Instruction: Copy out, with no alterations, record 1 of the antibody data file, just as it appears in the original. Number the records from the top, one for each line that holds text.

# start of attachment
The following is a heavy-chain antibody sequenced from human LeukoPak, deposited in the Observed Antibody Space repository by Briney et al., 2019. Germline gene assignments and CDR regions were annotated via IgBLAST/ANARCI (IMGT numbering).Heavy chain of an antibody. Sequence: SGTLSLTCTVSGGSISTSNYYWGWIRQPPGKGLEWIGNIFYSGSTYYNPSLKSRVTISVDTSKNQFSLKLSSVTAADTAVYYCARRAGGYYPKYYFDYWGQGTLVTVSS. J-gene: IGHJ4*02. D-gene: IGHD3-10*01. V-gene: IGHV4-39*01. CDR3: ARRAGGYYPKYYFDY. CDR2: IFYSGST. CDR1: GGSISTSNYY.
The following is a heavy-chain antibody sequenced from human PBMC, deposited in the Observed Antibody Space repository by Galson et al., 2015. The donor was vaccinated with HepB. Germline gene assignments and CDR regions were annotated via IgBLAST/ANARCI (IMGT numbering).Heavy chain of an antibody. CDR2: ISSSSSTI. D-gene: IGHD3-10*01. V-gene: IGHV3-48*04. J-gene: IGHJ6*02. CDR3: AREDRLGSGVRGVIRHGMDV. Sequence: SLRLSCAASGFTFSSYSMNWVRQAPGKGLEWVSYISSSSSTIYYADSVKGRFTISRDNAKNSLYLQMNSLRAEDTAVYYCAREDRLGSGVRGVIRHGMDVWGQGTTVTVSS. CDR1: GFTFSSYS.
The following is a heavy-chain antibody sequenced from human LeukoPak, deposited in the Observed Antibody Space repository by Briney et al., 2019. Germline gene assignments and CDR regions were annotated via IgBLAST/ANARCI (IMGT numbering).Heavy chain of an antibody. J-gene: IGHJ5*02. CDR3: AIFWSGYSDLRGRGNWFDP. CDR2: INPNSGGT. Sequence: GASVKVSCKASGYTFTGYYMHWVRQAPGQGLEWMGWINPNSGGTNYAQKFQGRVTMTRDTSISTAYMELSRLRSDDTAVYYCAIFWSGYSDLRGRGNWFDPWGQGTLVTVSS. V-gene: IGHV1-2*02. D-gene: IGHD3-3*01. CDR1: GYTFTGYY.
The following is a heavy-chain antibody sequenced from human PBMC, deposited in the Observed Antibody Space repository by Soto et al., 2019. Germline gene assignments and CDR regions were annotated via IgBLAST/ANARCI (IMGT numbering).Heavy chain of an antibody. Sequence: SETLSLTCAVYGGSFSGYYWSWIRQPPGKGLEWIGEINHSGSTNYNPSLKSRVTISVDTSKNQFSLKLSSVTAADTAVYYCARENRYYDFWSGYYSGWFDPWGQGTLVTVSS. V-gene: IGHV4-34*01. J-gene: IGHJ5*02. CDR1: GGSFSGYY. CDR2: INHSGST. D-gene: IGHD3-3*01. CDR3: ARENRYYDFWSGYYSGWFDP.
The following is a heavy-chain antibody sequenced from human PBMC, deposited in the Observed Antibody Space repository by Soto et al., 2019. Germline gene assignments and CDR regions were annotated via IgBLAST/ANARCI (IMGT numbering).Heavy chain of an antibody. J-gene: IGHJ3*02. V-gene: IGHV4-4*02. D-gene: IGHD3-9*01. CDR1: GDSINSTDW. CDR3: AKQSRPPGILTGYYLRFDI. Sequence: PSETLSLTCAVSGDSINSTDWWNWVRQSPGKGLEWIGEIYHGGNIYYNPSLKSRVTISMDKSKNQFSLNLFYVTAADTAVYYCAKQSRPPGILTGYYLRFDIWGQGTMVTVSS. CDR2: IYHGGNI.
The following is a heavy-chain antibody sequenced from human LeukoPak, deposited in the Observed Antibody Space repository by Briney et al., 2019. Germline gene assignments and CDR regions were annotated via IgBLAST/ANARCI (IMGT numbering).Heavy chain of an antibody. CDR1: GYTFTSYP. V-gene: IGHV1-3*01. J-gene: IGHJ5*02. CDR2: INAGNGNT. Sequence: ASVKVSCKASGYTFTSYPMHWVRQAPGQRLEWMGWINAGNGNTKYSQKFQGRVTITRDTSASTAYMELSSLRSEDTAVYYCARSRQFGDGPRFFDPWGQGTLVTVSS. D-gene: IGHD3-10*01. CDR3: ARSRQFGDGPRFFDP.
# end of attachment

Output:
The following is a heavy-chain antibody sequenced from human LeukoPak, deposited in the Observed Antibody Space repository by Briney et al., 2019. Germline gene assignments and CDR regions were annotated via IgBLAST/ANARCI (IMGT numbering).Heavy chain of an antibody. Sequence: SGTLSLTCTVSGGSISTSNYYWGWIRQPPGKGLEWIGNIFYSGSTYYNPSLKSRVTISVDTSKNQFSLKLSSVTAADTAVYYCARRAGGYYPKYYFDYWGQGTLVTVSS. J-gene: IGHJ4*02. D-gene: IGHD3-10*01. V-gene: IGHV4-39*01. CDR3: ARRAGGYYPKYYFDY. CDR2: IFYSGST. CDR1: GGSISTSNYY.